Lazyness is such a beautiful thing.
Following the footsteps of my last entry, I’m just copying a couple of reviews I did previously in my Tumblr and putting them in here. The Crysis 2 review is this one, and the Bulletstorm one is in here (originally in spanish). No big deal, a few comments about those game I think are worth to save in this blog.
So finally, after a few obstacles with the hardware towards the end of the game, I finished Crysis 2 (Crytek, 2011).
I think that isn’t a good sign when the owner of the company is featured in the opening credits of a game. And founder, president and Crytek CEO’s name, Cevat Yerli, is shown very big in the beginning of this game. And it wasn’t a good sign.
Don’t get me wrong, Crysis 2 is a good game, one of the best AAA game released this year so far. It’s a fluid, entertaining and graphically wonderful FPS. It will be highly hypocrite of me not to reccomend it.
What goes wrong with this game are the details, where the cinematic experience was putted above the game experience, even though Crysis 2 isn’t as much as cinematic as other games in the genre or outside of it.
For example, the use of the visor is never well explained even when it’s crucial for some missions though, and the use the player gives it is very clumsy thanks to the game mechanics: it overlaps the use of guns and the suit’s capabilities and it can be very visually annoying. The goals of the differente stages aren’t also clear all the time. This is due to the open nature of the environments, which is a good thing, but in my opinion a cleaner design was needed. Also, as a consequence of the open enviroments, is quite easy to follow a trivial strategy in all the battles (except the ones in the end of the game): hide, camouflage, run, shoot or hit, hide and repeat. Even the sniper stages are kinda that way. In all games the player can (and should actually) create a trivial strategy to follow, but the enviroments had to be design in a manner which complicates that solution. Crysis 2 fails to do so except in very particular stages. If you are an experienced gamer it could be very frustrating, even more when the difficulty points only to AI.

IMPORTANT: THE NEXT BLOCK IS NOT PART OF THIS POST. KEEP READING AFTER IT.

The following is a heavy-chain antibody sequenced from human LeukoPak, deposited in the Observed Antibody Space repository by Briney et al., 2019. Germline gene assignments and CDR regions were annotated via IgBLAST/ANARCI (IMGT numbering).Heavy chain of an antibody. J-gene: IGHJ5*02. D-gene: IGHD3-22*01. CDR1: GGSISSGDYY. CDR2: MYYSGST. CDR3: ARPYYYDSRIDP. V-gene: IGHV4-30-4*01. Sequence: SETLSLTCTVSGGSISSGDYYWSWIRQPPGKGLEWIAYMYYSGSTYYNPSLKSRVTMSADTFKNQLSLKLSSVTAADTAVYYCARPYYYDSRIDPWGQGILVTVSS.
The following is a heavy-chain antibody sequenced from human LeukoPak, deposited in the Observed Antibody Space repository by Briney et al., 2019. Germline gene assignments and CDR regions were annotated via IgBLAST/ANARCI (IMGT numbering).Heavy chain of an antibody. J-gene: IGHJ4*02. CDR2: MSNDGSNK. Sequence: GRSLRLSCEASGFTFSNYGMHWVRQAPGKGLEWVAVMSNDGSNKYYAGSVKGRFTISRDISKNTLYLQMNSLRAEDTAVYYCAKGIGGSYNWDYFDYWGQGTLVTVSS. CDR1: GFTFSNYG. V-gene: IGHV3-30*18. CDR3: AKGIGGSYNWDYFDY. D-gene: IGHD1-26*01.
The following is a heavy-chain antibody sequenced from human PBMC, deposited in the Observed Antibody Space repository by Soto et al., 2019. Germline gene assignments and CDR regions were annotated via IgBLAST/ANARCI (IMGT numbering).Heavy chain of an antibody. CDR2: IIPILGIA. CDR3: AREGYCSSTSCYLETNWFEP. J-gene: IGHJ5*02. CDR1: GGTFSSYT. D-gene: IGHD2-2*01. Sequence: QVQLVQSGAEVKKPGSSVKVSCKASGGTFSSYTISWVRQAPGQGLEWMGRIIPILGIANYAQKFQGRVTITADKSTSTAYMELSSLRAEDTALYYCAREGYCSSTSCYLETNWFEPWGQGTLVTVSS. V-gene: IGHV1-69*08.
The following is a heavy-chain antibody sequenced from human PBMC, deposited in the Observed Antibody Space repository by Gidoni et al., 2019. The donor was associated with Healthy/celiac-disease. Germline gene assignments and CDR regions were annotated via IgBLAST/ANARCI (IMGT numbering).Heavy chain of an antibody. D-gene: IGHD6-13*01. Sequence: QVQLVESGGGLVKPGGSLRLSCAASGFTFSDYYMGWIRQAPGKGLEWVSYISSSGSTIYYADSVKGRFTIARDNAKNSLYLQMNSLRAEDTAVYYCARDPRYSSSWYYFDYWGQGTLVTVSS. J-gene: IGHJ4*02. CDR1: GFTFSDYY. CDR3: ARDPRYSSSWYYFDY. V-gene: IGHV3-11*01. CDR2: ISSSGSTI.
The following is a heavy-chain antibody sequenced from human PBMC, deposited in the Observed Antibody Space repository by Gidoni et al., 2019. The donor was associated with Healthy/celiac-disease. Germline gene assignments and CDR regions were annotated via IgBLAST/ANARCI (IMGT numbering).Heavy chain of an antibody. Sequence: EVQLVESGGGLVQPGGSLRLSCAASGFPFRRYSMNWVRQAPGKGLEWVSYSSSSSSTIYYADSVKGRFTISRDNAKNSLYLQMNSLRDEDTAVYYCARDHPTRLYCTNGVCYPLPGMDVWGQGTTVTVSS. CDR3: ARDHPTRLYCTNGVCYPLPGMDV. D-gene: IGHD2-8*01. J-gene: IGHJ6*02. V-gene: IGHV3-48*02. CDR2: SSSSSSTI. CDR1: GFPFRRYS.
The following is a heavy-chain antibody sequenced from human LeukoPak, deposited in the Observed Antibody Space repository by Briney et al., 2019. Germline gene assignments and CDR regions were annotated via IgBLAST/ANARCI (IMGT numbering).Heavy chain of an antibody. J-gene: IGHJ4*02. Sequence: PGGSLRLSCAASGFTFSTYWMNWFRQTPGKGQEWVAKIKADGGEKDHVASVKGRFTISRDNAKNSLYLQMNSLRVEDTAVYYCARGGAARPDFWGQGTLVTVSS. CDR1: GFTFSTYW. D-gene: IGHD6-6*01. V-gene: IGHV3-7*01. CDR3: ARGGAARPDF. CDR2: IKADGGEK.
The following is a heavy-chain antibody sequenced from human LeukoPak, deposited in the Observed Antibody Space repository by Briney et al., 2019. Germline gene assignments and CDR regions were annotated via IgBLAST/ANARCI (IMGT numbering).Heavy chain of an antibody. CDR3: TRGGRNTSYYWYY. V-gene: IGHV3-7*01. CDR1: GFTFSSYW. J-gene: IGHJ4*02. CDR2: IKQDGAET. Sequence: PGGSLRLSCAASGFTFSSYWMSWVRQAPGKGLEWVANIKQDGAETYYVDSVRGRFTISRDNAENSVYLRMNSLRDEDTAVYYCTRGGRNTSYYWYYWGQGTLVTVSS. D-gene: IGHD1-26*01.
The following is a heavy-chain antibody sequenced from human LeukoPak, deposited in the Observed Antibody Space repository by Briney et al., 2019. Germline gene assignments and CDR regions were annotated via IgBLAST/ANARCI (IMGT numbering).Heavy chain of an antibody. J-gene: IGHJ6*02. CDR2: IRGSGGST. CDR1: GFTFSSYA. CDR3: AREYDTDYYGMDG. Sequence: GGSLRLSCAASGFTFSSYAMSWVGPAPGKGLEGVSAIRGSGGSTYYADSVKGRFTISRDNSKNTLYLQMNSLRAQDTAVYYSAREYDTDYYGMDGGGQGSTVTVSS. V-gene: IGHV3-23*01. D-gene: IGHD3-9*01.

Another issues are related to sound design, art direction and difficulty curve.
Ah!, and I find the story told very stupid (a thing Crysis 2 writer Richard Morgan criticized to other games). It has some clear structure references to Half Life series, but it never gets quite near of it.
Crysis 2 fails to be a great experience because it the game design wasn’t planned enough (maybe it is polished, but focused wrong), while the cinematic experience intended was a priority just to showcase the new CryEngine 3 features.
It’s fun though. It seems to be enough these days. Unfortunately
I installed the game a few days ago, and I had the very same impression Dead Space (1 and 2) gave me: the game mechanic is totally wasted.
I admit that I have some issue of reviewing games as a Valve Software fan, therefore my critic tends to point at the puzzles a player has to solve with the game mechanic proposed. In general, a game doesn’t have to respond to that idea, but in Bulletstorm (People Can Fly, 2011) it was so easy to create a chain of endless situations where the Skill Shots system can be used as a puzzle solver in order to advance in the game. It didn’t happen. I think it is a shame.
So far in the game [but I finished it to the moment I writing this translation] I could say that the Skill Shot system is just another feature in an usual FPS game. The seed of the game is in there, but thy didn’t work it out in any creative manner.
On the other hand, I add my voice to those reviews that say this title is hipocrite. Do you remember the campaign Duty Calls, a viral game where they mock about those commom places in games like Call of Duty?, well, it turns out that in Bulletstorm they used the very same elements they criticized: a linear story and level design, Quicktime Events, too many cinematics. At least in Call of Duty those things are well done (even when they are abused as well).
Beyond my game designer opinion, Bulletstorm is a fun game and it is worth to play. Its intention of being authentic is praised, which is achieved in some moments. But have this clear, once you finished it, I think you won’t want to played it again. It doesn’t give me that feeling.
I haven’t played the multiplayer modes [and never did], but the comments about it say that is not something new.